‘It’s all about counting blessings’

Vernon Landsberg is a rare breed in the car business. He knows a lot about signage and previously sold boats for ages before turning to Toyota.

Vernon Landsberg MCM Toyota Pmb

Dealerfloor met up with him at the Toyota tent at the recent Sugarbelt 400 in Eston and learnt the surprising secret behind this salesman’s successes.

What is the craziest thing you have done?

In 1994, after school, a mate and I decided to hike around the new, democratic South Africa.

We pooled our funds, R400 in total, and thumbed our first lift from Pietermaritzburg. It took us to Butterworth in the Eastern Cape. After two weeks and several adventures going around South Africa via Cape Town and Kimberley, we met a German who owned a yacht in, of all places, the then Roodepoort airport (what is today Lanseria International Airport).

We hit it off and he told us if we could get passports in short order, he would take us on as deckhands. What a dream, from hiking around South Africa to sailing the world!

So off we rushed to Pretoria to apply for passports, only to learn that government will not be rushed by two wannabe deckhands. The German sailed off without us and we were back on the shoulder of the N3, thumbing lifts.

A driver in a Mini stopped and we piled into the small car. A few clicks down the road, he took out a small glass pipe and lit up. Naïve as I was, I didn’t know it then, but our driver was smoking crack cocaine.

Maybe it was the euphoria or maybe he was a rich drug dealer, but after dropping us halfway, he gave each of us R200 cash. That was good money back in 94! And this is when the universe decided to show us its really weird side.

Would you believe it that the next car to stop for our thumbs was also a Mini. And that the driver was also a crack smoker. And he also gave us R200 each when he dropped us off in Heidelberg. From there we returned to Pietermaritzburg.

We came back home after a 16-day hike around South Africa, with as much money as we had when we started out.

Vernon Landsberg at Toyota Pietermaritzburg.

You worked selling boats for many years all over southern Africa. What is your favourite place?

I travelled more with my signage and deck-installing business.

We had a loan company as our main client, and we were installing signage at all their branches nationwide, which took me all over our fantastic country. As a young man, I really enjoyed travelling and spending a few days in every town you see on the weather map.

But my favourite place, that is a tough question. There is a small beach in Kenya I still want to visit. Malawi is very special, once you get past all the donkeys at night… but if I have to choose, I’d go for the entire Wild Coast. I remember one morning, installing a jungle gym at a lodge near Hole in the Wall, where we stopped working to watch a pod of dolphins hunting in the waves. That experience sums up the Wild Coast for me.

Having now sold both boats and cars, is there a difference?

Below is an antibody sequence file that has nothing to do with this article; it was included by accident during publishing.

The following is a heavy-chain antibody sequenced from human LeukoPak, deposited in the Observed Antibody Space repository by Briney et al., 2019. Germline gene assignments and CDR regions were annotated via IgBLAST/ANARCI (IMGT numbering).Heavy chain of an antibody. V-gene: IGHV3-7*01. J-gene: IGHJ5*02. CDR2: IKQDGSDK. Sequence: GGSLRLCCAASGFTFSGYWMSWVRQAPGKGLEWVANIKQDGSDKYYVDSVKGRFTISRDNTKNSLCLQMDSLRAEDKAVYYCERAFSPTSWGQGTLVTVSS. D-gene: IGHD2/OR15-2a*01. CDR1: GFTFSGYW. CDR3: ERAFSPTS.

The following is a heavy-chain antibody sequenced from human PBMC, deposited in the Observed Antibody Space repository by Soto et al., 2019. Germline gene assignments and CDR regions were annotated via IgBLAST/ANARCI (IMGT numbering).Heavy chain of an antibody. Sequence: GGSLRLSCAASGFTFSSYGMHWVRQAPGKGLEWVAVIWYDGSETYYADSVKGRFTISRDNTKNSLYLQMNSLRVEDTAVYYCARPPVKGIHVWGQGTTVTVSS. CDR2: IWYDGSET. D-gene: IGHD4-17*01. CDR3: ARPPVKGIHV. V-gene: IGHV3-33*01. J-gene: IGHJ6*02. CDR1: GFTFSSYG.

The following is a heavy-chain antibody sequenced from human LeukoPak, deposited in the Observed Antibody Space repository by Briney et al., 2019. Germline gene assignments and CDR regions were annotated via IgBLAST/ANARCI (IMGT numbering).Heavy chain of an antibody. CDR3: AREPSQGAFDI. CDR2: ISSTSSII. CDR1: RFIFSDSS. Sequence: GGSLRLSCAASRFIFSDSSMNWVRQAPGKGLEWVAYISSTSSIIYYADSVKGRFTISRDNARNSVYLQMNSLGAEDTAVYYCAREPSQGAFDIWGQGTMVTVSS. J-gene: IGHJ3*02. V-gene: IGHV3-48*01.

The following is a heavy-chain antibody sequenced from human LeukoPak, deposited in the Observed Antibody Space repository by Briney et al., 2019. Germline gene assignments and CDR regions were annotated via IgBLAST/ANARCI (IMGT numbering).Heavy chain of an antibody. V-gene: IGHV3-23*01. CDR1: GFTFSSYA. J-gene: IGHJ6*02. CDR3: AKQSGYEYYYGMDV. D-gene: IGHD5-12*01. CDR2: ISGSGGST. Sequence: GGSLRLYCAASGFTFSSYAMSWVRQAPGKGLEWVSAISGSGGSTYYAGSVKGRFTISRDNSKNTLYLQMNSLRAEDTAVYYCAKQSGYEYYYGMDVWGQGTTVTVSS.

Boats are where family and friends get together.

And most boating clients know exactly what they want. It is also mostly a ‘they’, as the wife is on board, excuse the pun. Mostly, whatever hubby is spending on the boat will be balanced by an equal outlay on the house.

On occasion, it was the wife who did the research to buy the boat as a gift. I have delivered a Tug 20 and a Land Cruiser 100 series station wagon from Pietermaritzburg to East London, both gifts from her to him on Valentine’s Day.

Have you ever raced a boat against a car?

I did. No names or places, but the boat takes off and stops faster, the car only wins on top speed. Oh, and the car did not have the problem of diapers lodging in the prop or having to dodge submerged logs.

You play cricket, both limited overs at the Beaumont Eston Farmers’ Club and action cricket. Is this a good way to build networks?

I don’t play sports, or go to church, or take part in any social activities to network for leads or hustle for sales.

My advice to sales execs is to just be your real self out there. Try that second most important injunction, ‘love your neighbour like yourself’, and you’ll see life will take care of you.

That is profound advice. Is this your philosophy?

I don’t think of myself as being profound. I’m just a regular bloke trying to be a good husband and dad. I do think life defines us by the crazy things we do. I also identify with that fridge magnet, which states: “The more I know people, the more I love my dog.” So for me, few things are braver than living that second injunction ‘love your neighbour like yourself’.

But I have been inspired by Og Mandino’s books, especially ‘You Are The Greatest Miracle, and You Are The Greatest Salesman’; and living up to my potential is the greatest daily challenge I think any of us can take on. It all starts with realising how many blessings we have and counting them daily. You will see, the more blessings you count, the more you get to count.

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